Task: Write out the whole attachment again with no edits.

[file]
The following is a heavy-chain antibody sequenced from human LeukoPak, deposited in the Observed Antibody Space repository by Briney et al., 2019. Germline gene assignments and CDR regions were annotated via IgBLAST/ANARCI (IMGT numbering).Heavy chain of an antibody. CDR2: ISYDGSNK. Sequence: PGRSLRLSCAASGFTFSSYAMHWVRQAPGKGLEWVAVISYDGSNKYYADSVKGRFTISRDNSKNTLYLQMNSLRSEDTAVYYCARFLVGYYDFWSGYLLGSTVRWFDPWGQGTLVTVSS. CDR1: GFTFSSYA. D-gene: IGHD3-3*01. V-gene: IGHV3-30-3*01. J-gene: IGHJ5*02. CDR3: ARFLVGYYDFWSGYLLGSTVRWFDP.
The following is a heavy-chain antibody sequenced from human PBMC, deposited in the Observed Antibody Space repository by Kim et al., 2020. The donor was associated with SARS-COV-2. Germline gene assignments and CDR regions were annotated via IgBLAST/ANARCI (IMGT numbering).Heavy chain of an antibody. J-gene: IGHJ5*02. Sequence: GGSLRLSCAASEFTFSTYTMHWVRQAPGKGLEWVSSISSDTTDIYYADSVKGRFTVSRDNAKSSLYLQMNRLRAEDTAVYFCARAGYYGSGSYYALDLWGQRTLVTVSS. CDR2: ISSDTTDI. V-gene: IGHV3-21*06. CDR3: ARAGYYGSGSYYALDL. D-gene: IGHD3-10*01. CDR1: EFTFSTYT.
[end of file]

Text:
The following is a heavy-chain antibody sequenced from human LeukoPak, deposited in the Observed Antibody Space repository by Briney et al., 2019. Germline gene assignments and CDR regions were annotated via IgBLAST/ANARCI (IMGT numbering).Heavy chain of an antibody. CDR2: ISYDGSNK. Sequence: PGRSLRLSCAASGFTFSSYAMHWVRQAPGKGLEWVAVISYDGSNKYYADSVKGRFTISRDNSKNTLYLQMNSLRSEDTAVYYCARFLVGYYDFWSGYLLGSTVRWFDPWGQGTLVTVSS. CDR1: GFTFSSYA. D-gene: IGHD3-3*01. V-gene: IGHV3-30-3*01. J-gene: IGHJ5*02. CDR3: ARFLVGYYDFWSGYLLGSTVRWFDP.
The following is a heavy-chain antibody sequenced from human PBMC, deposited in the Observed Antibody Space repository by Kim et al., 2020. The donor was associated with SARS-COV-2. Germline gene assignments and CDR regions were annotated via IgBLAST/ANARCI (IMGT numbering).Heavy chain of an antibody. J-gene: IGHJ5*02. Sequence: GGSLRLSCAASEFTFSTYTMHWVRQAPGKGLEWVSSISSDTTDIYYADSVKGRFTVSRDNAKSSLYLQMNRLRAEDTAVYFCARAGYYGSGSYYALDLWGQRTLVTVSS. CDR2: ISSDTTDI. V-gene: IGHV3-21*06. CDR3: ARAGYYGSGSYYALDL. D-gene: IGHD3-10*01. CDR1: EFTFSTYT.